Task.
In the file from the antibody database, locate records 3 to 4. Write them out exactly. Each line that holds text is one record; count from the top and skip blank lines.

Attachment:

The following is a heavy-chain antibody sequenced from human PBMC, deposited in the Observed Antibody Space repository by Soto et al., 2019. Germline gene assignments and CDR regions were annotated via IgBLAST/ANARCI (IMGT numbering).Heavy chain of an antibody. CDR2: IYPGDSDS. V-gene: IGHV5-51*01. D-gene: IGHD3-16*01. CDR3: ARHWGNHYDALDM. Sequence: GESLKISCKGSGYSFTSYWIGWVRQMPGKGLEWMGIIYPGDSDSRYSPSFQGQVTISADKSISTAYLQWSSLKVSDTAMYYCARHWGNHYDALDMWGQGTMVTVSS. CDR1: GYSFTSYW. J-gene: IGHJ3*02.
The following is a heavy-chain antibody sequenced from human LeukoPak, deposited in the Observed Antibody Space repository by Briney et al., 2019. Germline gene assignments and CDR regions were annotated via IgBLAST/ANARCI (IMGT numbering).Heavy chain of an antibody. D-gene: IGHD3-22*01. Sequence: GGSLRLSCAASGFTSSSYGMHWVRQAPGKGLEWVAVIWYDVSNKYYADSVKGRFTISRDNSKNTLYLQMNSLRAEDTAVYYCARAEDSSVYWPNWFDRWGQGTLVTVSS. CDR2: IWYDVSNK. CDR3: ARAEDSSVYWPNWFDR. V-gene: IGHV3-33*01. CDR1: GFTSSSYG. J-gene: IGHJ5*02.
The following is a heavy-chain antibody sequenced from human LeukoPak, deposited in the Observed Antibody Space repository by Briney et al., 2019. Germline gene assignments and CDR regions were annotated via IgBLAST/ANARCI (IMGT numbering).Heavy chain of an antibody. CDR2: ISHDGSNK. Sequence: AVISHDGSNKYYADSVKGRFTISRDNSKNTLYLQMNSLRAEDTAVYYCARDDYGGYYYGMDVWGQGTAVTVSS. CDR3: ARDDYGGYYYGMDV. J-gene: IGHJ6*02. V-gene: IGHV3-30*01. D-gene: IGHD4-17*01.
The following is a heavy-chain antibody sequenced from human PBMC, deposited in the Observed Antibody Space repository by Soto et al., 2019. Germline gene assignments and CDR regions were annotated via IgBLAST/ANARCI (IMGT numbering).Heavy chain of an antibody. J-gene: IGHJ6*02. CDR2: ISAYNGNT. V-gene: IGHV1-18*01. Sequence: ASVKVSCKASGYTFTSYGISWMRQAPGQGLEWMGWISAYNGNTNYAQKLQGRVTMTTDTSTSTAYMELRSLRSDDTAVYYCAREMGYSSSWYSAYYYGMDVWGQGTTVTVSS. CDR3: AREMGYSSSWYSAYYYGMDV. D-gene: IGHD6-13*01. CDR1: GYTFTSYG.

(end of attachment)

The following is a heavy-chain antibody sequenced from human LeukoPak, deposited in the Observed Antibody Space repository by Briney et al., 2019. Germline gene assignments and CDR regions were annotated via IgBLAST/ANARCI (IMGT numbering).Heavy chain of an antibody. CDR2: ISHDGSNK. Sequence: AVISHDGSNKYYADSVKGRFTISRDNSKNTLYLQMNSLRAEDTAVYYCARDDYGGYYYGMDVWGQGTAVTVSS. CDR3: ARDDYGGYYYGMDV. J-gene: IGHJ6*02. V-gene: IGHV3-30*01. D-gene: IGHD4-17*01.
The following is a heavy-chain antibody sequenced from human PBMC, deposited in the Observed Antibody Space repository by Soto et al., 2019. Germline gene assignments and CDR regions were annotated via IgBLAST/ANARCI (IMGT numbering).Heavy chain of an antibody. J-gene: IGHJ6*02. CDR2: ISAYNGNT. V-gene: IGHV1-18*01. Sequence: ASVKVSCKASGYTFTSYGISWMRQAPGQGLEWMGWISAYNGNTNYAQKLQGRVTMTTDTSTSTAYMELRSLRSDDTAVYYCAREMGYSSSWYSAYYYGMDVWGQGTTVTVSS. CDR3: AREMGYSSSWYSAYYYGMDV. D-gene: IGHD6-13*01. CDR1: GYTFTSYG.